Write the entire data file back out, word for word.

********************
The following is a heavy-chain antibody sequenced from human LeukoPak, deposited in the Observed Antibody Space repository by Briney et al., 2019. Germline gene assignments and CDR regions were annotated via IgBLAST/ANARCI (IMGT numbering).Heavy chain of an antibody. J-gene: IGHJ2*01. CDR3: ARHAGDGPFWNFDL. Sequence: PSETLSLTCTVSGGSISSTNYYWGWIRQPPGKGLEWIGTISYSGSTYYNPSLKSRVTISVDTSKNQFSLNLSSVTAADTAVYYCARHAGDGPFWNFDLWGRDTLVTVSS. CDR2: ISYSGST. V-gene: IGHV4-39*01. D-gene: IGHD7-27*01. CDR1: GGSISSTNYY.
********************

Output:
The following is a heavy-chain antibody sequenced from human LeukoPak, deposited in the Observed Antibody Space repository by Briney et al., 2019. Germline gene assignments and CDR regions were annotated via IgBLAST/ANARCI (IMGT numbering).Heavy chain of an antibody. J-gene: IGHJ2*01. CDR3: ARHAGDGPFWNFDL. Sequence: PSETLSLTCTVSGGSISSTNYYWGWIRQPPGKGLEWIGTISYSGSTYYNPSLKSRVTISVDTSKNQFSLNLSSVTAADTAVYYCARHAGDGPFWNFDLWGRDTLVTVSS. CDR2: ISYSGST. V-gene: IGHV4-39*01. D-gene: IGHD7-27*01. CDR1: GGSISSTNYY.